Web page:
In 2051, climate barbarism has become the norm. Jacob Blumenfeld wonders: how did we get there? Does genuine scientific awareness and acceptance of the existence of anthropogenic climate change really lead to collective human action against climate change? Or can it possibly lead towards anti-egalitarianism, xenophobia, and classism?
Adapt or Surrender? The policy dilemmas of climate change, habitability and migration in a low-lying atoll nation in the early 21st century.
In 2020, the territory of the Marshall Islands was less than 2 meters above sea level. Most Marshallese people strongly resisted the idea that their islands could become uninhabitable. In the late 2020s and 2030s, climate negotiators from small islands states managed to turn the narrative from one of ‘climate refugees’ and hopelessness to a more positive narrative of fighting to keep their countries habitable for future generations. Kees van der Geest looks back on the methodologies and actions that led to this turn around.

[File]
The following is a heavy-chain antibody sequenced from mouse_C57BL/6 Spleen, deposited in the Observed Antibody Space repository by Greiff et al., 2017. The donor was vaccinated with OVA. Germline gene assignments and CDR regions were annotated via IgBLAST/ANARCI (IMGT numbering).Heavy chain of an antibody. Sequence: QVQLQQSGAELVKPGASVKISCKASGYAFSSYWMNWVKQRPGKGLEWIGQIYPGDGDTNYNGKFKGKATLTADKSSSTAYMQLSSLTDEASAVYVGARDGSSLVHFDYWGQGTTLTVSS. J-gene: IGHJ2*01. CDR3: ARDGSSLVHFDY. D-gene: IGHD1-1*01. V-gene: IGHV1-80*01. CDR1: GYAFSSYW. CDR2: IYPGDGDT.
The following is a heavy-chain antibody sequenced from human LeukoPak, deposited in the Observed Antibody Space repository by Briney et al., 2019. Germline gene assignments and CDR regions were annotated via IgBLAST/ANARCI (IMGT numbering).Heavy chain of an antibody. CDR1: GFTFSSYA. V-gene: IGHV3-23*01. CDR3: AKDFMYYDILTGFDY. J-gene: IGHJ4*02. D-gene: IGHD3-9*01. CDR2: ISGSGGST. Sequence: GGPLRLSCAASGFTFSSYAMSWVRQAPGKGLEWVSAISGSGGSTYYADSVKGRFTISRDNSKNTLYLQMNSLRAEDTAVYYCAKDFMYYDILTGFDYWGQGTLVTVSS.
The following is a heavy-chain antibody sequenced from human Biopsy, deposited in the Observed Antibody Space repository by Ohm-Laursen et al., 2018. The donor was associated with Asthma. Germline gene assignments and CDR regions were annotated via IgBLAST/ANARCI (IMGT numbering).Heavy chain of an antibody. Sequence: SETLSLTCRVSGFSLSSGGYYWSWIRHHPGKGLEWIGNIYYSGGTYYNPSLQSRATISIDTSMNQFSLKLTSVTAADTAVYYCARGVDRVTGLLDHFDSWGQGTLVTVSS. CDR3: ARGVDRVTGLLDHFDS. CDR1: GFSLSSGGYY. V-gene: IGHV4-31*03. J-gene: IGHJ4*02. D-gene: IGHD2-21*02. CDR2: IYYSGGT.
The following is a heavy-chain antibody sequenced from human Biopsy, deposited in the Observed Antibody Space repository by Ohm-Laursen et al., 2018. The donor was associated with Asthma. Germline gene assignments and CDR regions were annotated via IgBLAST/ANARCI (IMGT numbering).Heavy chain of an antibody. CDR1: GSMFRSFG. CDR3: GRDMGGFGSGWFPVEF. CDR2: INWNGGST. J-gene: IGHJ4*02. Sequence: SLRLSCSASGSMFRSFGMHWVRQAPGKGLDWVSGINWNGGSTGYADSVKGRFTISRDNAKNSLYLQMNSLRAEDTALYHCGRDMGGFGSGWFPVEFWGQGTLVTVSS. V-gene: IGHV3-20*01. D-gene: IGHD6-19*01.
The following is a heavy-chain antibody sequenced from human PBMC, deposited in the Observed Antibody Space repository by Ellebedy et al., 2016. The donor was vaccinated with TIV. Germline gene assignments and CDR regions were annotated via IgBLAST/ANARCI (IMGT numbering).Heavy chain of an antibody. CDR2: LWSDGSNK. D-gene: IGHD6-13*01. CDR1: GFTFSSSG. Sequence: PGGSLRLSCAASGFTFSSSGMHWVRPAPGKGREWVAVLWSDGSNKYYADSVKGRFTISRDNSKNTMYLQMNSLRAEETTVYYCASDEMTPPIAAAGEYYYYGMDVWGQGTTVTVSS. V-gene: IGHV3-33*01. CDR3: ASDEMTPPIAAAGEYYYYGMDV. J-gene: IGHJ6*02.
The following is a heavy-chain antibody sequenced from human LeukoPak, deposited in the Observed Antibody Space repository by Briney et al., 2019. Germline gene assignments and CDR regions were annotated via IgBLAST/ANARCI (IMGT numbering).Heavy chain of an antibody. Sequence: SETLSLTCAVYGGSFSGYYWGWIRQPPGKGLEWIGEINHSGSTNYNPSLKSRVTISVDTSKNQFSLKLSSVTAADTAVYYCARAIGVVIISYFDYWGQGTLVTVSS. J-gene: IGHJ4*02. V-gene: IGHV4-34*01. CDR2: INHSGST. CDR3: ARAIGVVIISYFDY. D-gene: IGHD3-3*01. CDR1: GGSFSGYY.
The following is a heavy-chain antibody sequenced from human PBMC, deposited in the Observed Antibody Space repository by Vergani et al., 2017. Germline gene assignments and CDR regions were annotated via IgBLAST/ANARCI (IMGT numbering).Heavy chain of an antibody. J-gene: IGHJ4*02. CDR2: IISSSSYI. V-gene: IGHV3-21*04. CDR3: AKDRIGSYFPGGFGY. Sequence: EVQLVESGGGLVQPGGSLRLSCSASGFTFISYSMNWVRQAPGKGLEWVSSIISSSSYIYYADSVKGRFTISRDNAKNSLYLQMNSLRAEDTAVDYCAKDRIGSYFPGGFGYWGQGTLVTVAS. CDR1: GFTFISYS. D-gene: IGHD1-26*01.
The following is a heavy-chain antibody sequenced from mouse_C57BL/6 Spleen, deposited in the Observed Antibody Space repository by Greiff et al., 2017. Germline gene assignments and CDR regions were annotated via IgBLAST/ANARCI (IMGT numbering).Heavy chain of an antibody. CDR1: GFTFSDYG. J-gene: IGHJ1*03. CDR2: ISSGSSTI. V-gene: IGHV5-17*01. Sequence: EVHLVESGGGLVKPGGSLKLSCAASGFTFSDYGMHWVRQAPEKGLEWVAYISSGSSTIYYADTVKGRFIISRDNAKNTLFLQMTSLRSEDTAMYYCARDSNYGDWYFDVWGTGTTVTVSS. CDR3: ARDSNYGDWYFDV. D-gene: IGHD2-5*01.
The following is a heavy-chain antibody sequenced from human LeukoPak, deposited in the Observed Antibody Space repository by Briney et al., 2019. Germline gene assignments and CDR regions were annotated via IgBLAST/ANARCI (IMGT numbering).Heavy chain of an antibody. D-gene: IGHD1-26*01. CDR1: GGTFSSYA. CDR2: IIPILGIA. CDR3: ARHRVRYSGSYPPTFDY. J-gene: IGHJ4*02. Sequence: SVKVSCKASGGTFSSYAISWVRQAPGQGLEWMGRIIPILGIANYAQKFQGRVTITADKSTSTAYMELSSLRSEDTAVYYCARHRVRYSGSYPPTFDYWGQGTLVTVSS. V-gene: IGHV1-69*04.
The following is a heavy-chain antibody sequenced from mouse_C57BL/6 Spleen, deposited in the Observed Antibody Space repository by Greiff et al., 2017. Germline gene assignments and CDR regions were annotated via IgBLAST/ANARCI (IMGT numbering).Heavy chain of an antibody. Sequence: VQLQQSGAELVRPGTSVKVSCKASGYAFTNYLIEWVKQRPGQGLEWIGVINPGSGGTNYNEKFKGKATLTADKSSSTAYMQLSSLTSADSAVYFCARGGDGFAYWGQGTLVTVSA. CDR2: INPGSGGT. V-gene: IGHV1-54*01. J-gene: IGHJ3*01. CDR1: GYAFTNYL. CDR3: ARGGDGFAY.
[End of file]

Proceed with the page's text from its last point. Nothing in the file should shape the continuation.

Kees van der Geest
The promise and reality of carbon dioxide removal technologies
In the late 2010s and early 2020s, the importance of ‘negative emissions’ was frequently discussed by the international community. Michael Jakob looks back at the period of 2014-2026 and analyses the different positions. While industry and conservative parties were strongly in favour of the new technologies, environmental NGOs and green parties showed hesitation.